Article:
In article <85go27$7pe$1 at ssauraab-i-1.production.compuserve.com>, Gys de
Jongh <GysdeJongh at compuserve.com> writes
>> Finally even if I'm out by a factor of 2 the original advice still
>> holds. Don't use Taq if you want a finished product with few errors!
>>I can only agree here. More duplications or more error in 1 duplication will
>yield less completely right product molecules. Still the magnitude of the
>error is not what I expected. Why did I never notice that about 20% of a PCR
>product is wrong ? I did SSCP of pcr products (genomic DNA as template)
>after 35 cycles and found sharp discrete bands or shifts for point
>mutations. If 20% is wrong than I would expect smears ???
Sorry I haven't got back earlier. Too many other things needing my
OK so what we still need is a simple way to calculate errors and not in
the linear fashion that Stratagene erroneously published. I think that
many moons ago Boehringer published a table in one of their Biochemica's
(shortly after the launch of Expand) showing the percentage of products
with errors for Taq and Expand after 15, 20, 25 and 30 cycles and for
products from 100bp to over 1000bp.
There is also another Boehringer Biochemica (April 95, pp 34-35) that
calculates error rates in a lacI based system for various polymerases in
PCR. Basically they used a lacI containing pUC19 (white) and PCR'd the
whole plasmid. Any errors introduced in lacI that inactivate lacI will
give blue or pale blue colonies upon ligation and transformation of the
amplified plasmid into an appropriate host.
The error rate per bp was calculated with a re-arranged equation from
Keohavong and Thilly (PNAS 86, 9253).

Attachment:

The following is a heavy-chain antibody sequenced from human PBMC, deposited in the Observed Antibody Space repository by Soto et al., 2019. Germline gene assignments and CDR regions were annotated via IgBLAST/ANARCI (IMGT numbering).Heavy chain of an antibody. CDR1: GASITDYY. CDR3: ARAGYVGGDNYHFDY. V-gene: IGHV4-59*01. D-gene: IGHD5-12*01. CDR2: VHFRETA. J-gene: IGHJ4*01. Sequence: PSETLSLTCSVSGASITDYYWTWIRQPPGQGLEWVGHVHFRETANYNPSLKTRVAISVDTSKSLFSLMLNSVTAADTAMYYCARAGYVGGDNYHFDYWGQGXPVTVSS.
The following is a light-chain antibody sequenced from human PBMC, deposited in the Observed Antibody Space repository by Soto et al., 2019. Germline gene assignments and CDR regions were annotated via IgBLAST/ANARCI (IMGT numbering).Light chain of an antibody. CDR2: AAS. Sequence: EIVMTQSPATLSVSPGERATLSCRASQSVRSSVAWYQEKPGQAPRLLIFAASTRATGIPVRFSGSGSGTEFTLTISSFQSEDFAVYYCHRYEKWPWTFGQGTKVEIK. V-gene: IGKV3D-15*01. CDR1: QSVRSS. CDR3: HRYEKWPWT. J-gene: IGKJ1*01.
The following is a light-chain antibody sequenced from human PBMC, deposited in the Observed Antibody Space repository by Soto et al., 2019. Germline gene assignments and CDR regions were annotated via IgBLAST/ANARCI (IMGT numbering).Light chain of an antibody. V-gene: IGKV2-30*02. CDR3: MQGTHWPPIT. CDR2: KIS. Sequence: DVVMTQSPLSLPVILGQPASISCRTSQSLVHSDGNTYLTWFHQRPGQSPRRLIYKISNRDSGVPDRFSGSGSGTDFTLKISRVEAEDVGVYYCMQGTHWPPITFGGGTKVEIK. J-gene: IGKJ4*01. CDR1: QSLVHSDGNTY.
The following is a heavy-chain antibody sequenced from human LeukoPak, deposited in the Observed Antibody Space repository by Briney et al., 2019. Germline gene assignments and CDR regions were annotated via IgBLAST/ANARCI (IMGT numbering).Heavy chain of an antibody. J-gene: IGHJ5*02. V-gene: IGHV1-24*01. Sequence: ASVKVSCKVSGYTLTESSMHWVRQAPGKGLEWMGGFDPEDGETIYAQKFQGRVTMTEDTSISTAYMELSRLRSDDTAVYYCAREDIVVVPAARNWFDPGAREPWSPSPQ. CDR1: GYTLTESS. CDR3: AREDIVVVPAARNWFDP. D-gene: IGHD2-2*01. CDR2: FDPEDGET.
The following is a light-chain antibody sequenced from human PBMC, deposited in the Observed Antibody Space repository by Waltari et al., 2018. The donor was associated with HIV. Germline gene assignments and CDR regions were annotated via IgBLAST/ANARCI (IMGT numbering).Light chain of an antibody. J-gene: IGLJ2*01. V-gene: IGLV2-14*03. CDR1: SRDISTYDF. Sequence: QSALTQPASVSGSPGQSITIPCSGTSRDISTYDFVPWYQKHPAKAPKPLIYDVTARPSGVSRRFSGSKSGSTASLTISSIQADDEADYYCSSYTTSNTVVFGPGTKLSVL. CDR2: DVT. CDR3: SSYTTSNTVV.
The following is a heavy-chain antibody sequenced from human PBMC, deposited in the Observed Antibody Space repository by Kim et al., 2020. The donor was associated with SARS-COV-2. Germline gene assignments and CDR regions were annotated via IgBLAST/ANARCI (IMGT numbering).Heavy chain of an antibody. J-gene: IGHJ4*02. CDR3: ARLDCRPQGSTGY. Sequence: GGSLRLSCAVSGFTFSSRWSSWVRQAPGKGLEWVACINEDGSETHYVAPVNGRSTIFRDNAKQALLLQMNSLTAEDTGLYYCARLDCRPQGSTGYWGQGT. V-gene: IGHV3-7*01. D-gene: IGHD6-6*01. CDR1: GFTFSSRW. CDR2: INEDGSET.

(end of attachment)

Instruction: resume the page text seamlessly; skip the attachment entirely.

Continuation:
f= -ln F / d x b bp
where F is the fraction of white colonies
d is the number of duplications
2(superscript)d = output DNA/input DNA
b is the effective target size of the (1080bp) lacI gene i.e. 349 bp
There are 349 phenotypically identified single base substitutions
(nonsense and and mis-sense) at 179 codons (approx 50% of coding region)
within the lacI gene.
>From this one can calculate the error rate which for Taq comes out at
around 2.6 x 10E-5 and for Pwo (Pfu) 3.2 x 10E-6
So what's the point. Presumably with more rearrangement, assuming 20
duplications, a 3kb target size and the above error rates one can
calculate the % fraction with errors. I'll leave someone else to do the
>We also do PCR
>directly on colonies. The PCR products are cycle sequenced and analysed by
>an ABI-310. I never saw 20% noise under the peaks in the electropherograms
As the errors are scattered randomly across the whole PCR fragment would
one see such a noise level as you are presumably assuming a 20% noise at
The problem with being on the cutting edge is that you occasionally get
sliced from time to time....